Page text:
Tacutu, R., Budovsky, A., Wolfson, M. & Fraifeld, V. E. MicroRNA-regulated protein-protein interaction networks: how could they help in searching for pro-longevity targets? Rejuvenation Res. 13, 373–377 (2010).
Budovsky, A. et al. Common gene signature of cancer and longevity. Mech. Ageing Dev. 130, 33–39 (2009).
Phillips, P. C. Epistasis–the essential role of gene interactions in the structure and evolution of genetic systems. Nat. Rev. Genet. 9, 855–867 (2008).
Mackay, T. F. C. Epistasis and quantitative traits: using model organisms to study gene-gene interactions. Nat. Rev. Genet. 15, 22–33 (2014).
Chen, D. et al. Germline signaling mediates the synergistically prolonged longevity produced by double mutations in daf-2 and rsks-1 in C. elegans. Cell Rep. 5, 1600–1610 (2013).
Chamoli, M., Singh, A., Malik, Y. & Mukhopadhyay, A. A novel kinase regulates dietary restriction-mediated longevity in Caenorhabditis elegans. Aging Cell 13, 641–655 (2014).
Gems, D., Pletcher, S. & Partridge, L. Interpreting interactions between treatments that slow aging. Aging Cell 1, 1–9 (2002).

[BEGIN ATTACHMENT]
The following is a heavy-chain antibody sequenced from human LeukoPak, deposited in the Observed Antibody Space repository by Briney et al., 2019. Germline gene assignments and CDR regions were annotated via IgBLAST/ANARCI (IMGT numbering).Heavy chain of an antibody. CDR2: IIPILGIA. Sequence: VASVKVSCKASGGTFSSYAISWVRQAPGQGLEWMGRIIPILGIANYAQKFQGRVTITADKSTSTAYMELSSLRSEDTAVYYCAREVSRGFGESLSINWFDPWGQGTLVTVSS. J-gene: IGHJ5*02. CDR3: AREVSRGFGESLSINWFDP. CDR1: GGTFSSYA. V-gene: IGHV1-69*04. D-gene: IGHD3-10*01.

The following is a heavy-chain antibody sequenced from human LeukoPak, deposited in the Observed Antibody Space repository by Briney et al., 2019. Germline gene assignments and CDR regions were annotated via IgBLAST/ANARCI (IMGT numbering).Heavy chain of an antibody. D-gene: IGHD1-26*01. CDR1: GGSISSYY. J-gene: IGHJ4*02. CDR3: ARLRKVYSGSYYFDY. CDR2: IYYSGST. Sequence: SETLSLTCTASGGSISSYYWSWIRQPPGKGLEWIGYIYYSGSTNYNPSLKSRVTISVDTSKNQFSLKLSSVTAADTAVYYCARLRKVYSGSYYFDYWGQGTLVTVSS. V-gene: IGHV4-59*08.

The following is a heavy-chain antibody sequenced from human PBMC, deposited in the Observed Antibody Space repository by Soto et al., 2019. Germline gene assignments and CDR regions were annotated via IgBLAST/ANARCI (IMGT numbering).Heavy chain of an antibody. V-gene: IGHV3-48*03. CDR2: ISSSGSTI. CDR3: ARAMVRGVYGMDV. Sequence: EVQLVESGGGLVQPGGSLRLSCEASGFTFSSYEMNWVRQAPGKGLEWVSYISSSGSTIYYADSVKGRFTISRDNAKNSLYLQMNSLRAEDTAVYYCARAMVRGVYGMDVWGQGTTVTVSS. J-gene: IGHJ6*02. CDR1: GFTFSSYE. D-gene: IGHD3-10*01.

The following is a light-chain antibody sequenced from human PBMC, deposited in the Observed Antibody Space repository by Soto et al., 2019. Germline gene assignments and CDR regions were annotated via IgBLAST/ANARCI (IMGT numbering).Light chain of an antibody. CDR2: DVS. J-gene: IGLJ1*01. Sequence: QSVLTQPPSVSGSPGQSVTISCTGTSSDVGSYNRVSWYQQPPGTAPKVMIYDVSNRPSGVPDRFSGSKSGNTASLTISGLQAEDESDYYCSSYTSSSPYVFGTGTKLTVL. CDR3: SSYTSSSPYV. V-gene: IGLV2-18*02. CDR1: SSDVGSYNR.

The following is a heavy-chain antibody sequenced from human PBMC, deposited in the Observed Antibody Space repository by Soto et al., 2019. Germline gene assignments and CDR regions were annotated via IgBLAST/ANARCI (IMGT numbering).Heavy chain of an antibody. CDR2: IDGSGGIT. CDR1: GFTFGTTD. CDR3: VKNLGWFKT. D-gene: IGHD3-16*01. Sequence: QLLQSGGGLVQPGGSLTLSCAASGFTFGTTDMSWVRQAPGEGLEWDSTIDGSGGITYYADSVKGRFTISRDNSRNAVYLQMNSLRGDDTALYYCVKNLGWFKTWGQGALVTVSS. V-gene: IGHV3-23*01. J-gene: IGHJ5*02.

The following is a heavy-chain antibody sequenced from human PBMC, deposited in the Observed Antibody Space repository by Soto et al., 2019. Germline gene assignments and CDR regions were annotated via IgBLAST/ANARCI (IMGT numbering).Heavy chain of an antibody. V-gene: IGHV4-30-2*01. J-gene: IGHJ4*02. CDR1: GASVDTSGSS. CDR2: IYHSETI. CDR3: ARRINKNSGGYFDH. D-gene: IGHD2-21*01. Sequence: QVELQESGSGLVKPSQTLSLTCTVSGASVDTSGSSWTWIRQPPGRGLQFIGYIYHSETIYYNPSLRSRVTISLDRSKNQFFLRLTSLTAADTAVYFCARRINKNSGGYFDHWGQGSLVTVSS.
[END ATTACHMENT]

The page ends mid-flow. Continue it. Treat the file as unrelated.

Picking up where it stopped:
Bateson, W. & Mendel, G. Mendel’s principles of heredity. (Courier Corporation, 2013).
Fisher, R. A. The Correlation between Relatives on the Supposition of Mendelian Inheritance. Trans. R. Soc. Edinb. 52, 399–433 (1919).
Maglott, D., Ostell, J., Pruitt, K. D. & Tatusova, T. Entrez Gene: gene-centered information at NCBI. Nucleic Acids Res. 33, D54–8 (2005).
Lee, R. Y. N. et al. WormBase 2017: molting into a new stage. Nucleic Acids Res. 46, D869–D874 (2018).
Thurmond, J. et al. FlyBase 2.0: the next generation. Nucleic Acids Res. 47, D759–D765 (2019).
Smith, C. L. et al. Mouse Genome Database (MGD)-2018: knowledgebase for the laboratory mouse. Nucleic Acids Res. 46, D836–D842 (2018).
Shannon, P. et al. Cytoscape: a software environment for integrated models of biomolecular interaction networks. Genome Res. 13, 2498–2504 (2003).